The Gospel expects a period of reflection and continued illumination on the part of the disciples, constantly assisted by the Spirit, before they move out to share the new life with the peoples and the nations.  
Note on Revelation in the Lectionary  
The Lectionary readings taken from the book of Revelation are heavily loaded toward the liturgical and heavenly-drama sections of that book.  There is much else in this unique Christian book that has been left out of the three-year cycle of readings.  
Christopher Rowland sums up Revelation in the Lectionary as follows:  
The Revised Common Lectionary prescribes ten readings from Revelation over the three-year cycle.  Of these ten readings, five are from Revelation 21-22 [New Heaven and Earth and the New Jerusalem], four from two passages (1:4-8; 7:9-17) [both visions of the heavenly liturgy], and one from chapter 5 [another heavenly liturgy].  …To paraphrase Bonhoeffer’s words, we have ceased to be a community that hears the Apocalypse, for the simple reason that we do not allow ourselves the opportunity of hearing, let alone keeping, its words.  (The New Interpreter’s Bible, Abingdon, Vol. 12 [1998], p. 510.)  
The point is that over half the book of Revelation is about the struggle against resisting evil that causes the agony accompanying the birth of the new age.  
There is a great cosmic warfare going on, and the seer’s visions present the warring sides and the cost to faithful witnesses of the struggle between the mighty forces of evil and the good forces of the heavenly Lamb.  There is not another book in the Christian Bible that presents so clearly the oppressive power of great imperial forces.  This is a message that many Christians around the world need to hear, because it reflects their own experience of overwhelming forces bearing them down – but insists also on a final hope for deliverance.  
Let me enter a plea here for serious readers to find time to read at least chapters 12 and 13.  Both chapters speak in symbols, but powerful and awesome symbols.  
In Chapter 12 the woman robed in sun and moon who is pregnant and flees to the wilderness from the Dragon who seeks to consume her child – this is the warfare on earth of the Israel-Church from whom the Anointed One was born.  The Dragon is the central force of anti-creation, expressed in the Hebrew scriptures as the great deep and the chaos of water that overwhelms all human order.  
The woman’s child escapes the Dragon and is whisked off to heaven where he assumes divine authority as the Lamb.  This produces an intense warfare in heaven, and the Dragon is defeated.  “The great dragon was thrown down, that ancient serpent, who is called the Devil and Satan, the deceiver of the whole world – he was thrown down to the earth, and his angels were thrown down with him” (12:9, NRSV).  Unfortunately for the earth, it is at the mercy of these newly rampant forces of evil.  “Then the dragon was angry with the woman, and went off to make war on the rest of her children, those who keep the commandments of God and hold the testimony of Jesus” (12:17).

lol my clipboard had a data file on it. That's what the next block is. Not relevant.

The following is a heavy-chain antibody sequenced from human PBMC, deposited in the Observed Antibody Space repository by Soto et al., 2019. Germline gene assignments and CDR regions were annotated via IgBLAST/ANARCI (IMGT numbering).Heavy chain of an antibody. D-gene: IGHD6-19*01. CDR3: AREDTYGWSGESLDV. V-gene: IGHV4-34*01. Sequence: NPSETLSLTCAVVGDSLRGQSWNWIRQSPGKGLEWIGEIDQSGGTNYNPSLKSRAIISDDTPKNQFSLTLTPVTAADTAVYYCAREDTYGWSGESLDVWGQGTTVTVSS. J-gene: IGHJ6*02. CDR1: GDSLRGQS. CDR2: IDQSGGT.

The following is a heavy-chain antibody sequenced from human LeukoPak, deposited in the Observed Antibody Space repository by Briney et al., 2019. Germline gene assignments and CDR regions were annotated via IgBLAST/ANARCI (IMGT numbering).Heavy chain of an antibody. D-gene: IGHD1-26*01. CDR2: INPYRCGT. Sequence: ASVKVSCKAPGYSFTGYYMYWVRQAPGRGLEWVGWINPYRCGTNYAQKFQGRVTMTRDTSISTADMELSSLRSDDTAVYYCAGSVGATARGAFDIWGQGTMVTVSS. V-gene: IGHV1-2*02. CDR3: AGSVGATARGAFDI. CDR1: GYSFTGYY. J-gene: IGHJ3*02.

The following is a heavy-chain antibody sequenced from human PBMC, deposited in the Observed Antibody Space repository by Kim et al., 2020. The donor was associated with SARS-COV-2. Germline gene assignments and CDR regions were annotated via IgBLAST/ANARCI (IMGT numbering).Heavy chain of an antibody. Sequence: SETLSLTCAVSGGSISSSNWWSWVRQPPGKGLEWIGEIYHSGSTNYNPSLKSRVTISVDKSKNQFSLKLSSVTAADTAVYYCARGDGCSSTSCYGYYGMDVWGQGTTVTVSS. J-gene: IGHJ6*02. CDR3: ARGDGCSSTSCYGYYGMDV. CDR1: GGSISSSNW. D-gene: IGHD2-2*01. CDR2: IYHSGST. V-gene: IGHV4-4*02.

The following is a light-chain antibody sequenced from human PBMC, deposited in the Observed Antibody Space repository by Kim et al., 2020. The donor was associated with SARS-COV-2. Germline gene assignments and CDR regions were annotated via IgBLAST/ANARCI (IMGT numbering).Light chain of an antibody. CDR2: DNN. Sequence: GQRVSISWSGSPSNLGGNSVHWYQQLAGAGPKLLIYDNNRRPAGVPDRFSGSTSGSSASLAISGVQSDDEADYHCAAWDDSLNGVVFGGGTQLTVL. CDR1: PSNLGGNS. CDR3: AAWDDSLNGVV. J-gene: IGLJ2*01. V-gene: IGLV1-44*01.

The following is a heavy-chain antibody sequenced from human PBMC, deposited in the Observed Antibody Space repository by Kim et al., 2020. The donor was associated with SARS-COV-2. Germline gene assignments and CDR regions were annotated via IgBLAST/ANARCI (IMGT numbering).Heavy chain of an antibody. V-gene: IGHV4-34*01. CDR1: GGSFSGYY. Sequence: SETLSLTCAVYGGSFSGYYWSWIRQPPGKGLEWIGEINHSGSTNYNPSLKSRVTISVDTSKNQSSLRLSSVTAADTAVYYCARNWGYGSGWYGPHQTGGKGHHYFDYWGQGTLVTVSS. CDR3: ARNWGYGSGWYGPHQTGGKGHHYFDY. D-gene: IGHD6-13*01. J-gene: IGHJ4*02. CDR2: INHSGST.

In chapter 13 there is the presentation of two beasts, which symbolize more organized and focused evil forces than the vague Dragon of chapter 12.  The beast from the sea (13:1-10) is an agent empowered by the Dragon, who utters blasphemies and “was allowed to make warfare on the saints and conquer them.  … [A]ll the inhabitants of the earth will worship it, everyone whose name has not been written … in the book of life …” (13:7-8).  
The second beast (13:11-18) is from the earth, but equally empowered by the Dragon and the first beast.  This beast has powers of a magician, which it uses to support worship of the first beast.  It can bring an idolatrous image to life, to dazzle gullible followers, and has power to execute people who will not worship the beast.  Finally, this second beast is in charge of the demonic bureaucracy of Satan:  “It causes all, both small and great, both rich and poor, both free and slave, to be marked on the right hand or the forehead, so that no one can buy or sell who does not have the mark, that is, the name of the beast or the number of its name” (13:16-17).  The name/number of the beast is, of course, that notorious if ill-used number 666.  
Such language and imagery is extravagant and takes patience to appreciate.  Christopher Rowland comments, 
Talk about Satan is avoided by some liberally minded people.  It seems to reflect the beliefs of simple-minded believers or the fantasies of infancy, …yet it is a potent resource to help us to comprehend the forces that upset and subvert our managed lives.  … As Revelation indicates, the manifestation of Satan’s power is complex.  It is institutional and social as well as personal.  Thus the beast is a concrete embodiment of evil power.  Evil does not take the form of a single king but an imperial institution or structure; it is a way of operating, and its agents of propaganda take many shapes (13:1ff.).  Likewise, Babylon [chapters 17-18] is not an individual but a city with its whole network of relationships and institutions contributing to a pattern of life, involvement in which John calls “fornication.”  (New Interpreter’s Bible, Vol. 12, p. 653.)